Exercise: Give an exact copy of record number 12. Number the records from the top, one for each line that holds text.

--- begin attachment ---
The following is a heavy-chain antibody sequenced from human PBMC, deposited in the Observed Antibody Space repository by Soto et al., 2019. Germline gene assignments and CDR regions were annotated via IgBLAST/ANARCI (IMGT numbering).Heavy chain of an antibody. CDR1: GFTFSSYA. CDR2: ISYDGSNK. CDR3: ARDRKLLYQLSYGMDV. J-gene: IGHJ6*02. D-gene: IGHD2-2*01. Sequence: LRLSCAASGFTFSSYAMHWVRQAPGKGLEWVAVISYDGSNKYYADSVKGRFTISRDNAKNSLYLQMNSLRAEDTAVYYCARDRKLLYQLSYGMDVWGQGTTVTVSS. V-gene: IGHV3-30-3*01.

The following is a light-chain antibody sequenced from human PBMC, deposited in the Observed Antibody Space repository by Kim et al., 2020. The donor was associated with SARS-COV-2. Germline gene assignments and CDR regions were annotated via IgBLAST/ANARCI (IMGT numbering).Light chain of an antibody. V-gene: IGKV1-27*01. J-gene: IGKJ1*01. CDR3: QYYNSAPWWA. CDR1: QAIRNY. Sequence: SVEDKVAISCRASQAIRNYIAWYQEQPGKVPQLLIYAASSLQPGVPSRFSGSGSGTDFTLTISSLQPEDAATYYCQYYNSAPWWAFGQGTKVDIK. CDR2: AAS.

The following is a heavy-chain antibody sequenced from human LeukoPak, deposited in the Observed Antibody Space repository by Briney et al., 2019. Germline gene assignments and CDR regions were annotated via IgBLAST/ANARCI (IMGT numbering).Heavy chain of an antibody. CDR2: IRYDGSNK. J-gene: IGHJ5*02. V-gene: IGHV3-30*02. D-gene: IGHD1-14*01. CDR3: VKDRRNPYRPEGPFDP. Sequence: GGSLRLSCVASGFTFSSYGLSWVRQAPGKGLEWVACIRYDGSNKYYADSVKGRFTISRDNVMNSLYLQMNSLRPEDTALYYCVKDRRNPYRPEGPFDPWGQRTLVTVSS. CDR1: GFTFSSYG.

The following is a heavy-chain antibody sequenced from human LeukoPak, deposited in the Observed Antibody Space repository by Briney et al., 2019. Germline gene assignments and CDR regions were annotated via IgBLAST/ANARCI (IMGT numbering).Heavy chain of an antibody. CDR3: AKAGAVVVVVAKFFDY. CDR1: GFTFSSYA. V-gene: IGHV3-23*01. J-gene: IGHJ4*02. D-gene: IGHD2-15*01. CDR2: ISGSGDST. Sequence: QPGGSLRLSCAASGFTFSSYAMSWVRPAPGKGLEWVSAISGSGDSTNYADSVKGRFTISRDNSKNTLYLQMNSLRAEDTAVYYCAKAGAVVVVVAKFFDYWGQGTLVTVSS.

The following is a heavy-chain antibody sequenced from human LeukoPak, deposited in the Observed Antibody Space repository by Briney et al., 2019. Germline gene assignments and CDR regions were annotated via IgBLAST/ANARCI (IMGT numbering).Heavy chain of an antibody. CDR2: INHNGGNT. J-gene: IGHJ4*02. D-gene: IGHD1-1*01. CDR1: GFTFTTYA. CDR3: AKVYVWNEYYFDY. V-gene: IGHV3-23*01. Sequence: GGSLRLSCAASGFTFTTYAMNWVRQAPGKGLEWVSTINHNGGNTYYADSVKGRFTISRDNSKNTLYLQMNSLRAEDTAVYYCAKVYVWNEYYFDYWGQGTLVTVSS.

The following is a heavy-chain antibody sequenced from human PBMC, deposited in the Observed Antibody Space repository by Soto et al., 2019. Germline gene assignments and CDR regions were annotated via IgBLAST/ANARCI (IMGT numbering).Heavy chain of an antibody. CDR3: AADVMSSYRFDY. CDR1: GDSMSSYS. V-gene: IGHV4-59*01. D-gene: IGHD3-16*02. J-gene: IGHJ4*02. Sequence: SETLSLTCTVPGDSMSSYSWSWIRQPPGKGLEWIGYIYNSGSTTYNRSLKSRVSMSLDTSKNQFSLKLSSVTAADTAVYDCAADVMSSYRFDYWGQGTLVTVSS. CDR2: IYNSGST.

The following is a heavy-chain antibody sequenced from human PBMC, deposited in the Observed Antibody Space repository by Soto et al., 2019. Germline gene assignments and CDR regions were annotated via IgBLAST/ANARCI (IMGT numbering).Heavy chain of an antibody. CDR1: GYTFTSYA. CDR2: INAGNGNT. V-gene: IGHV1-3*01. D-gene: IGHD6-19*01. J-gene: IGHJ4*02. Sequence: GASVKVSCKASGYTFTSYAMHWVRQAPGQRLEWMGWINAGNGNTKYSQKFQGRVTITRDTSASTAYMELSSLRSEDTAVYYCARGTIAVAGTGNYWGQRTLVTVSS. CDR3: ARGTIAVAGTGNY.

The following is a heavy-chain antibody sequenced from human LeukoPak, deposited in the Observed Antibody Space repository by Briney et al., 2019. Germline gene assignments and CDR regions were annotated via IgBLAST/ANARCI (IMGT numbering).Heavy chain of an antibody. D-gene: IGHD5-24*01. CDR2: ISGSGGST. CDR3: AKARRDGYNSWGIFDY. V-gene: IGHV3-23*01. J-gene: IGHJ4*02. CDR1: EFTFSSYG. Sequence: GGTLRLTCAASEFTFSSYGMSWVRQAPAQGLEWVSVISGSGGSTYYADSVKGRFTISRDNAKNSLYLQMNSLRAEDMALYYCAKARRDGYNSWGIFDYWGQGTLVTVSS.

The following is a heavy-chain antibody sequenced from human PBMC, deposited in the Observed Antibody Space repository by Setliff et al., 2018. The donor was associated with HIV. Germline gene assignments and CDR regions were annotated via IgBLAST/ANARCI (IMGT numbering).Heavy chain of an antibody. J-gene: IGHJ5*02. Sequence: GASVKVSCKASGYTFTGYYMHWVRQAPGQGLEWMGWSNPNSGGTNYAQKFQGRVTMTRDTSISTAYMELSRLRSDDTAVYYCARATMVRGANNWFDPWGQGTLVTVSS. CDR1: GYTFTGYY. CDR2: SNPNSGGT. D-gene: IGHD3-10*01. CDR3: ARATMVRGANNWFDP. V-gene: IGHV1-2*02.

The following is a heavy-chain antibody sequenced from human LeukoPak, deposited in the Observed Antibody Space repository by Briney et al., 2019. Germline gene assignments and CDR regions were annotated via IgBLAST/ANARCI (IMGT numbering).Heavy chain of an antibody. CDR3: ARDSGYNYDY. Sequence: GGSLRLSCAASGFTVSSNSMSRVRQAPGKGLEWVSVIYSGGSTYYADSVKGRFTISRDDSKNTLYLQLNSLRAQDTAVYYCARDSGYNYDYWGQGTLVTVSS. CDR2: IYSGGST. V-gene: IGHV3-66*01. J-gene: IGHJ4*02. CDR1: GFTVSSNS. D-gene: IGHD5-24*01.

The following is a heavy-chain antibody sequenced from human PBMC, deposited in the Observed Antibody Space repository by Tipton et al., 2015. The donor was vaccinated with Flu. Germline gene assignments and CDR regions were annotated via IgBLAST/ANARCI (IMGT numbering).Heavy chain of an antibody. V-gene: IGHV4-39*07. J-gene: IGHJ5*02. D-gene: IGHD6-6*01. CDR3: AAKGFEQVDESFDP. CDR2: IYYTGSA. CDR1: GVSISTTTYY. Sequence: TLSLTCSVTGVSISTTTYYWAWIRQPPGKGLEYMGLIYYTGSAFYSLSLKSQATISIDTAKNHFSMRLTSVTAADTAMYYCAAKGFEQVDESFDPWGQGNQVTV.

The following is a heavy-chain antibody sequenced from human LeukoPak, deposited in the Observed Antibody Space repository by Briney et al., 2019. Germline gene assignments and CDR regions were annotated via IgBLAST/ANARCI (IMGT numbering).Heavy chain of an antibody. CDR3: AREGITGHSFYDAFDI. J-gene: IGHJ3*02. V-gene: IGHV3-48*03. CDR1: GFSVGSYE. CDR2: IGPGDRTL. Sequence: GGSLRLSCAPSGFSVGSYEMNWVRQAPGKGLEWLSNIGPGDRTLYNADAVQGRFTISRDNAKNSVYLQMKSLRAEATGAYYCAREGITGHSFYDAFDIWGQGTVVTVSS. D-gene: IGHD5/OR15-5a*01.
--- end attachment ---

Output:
The following is a heavy-chain antibody sequenced from human LeukoPak, deposited in the Observed Antibody Space repository by Briney et al., 2019. Germline gene assignments and CDR regions were annotated via IgBLAST/ANARCI (IMGT numbering).Heavy chain of an antibody. CDR3: AREGITGHSFYDAFDI. J-gene: IGHJ3*02. V-gene: IGHV3-48*03. CDR1: GFSVGSYE. CDR2: IGPGDRTL. Sequence: GGSLRLSCAPSGFSVGSYEMNWVRQAPGKGLEWLSNIGPGDRTLYNADAVQGRFTISRDNAKNSVYLQMKSLRAEATGAYYCAREGITGHSFYDAFDIWGQGTVVTVSS. D-gene: IGHD5/OR15-5a*01.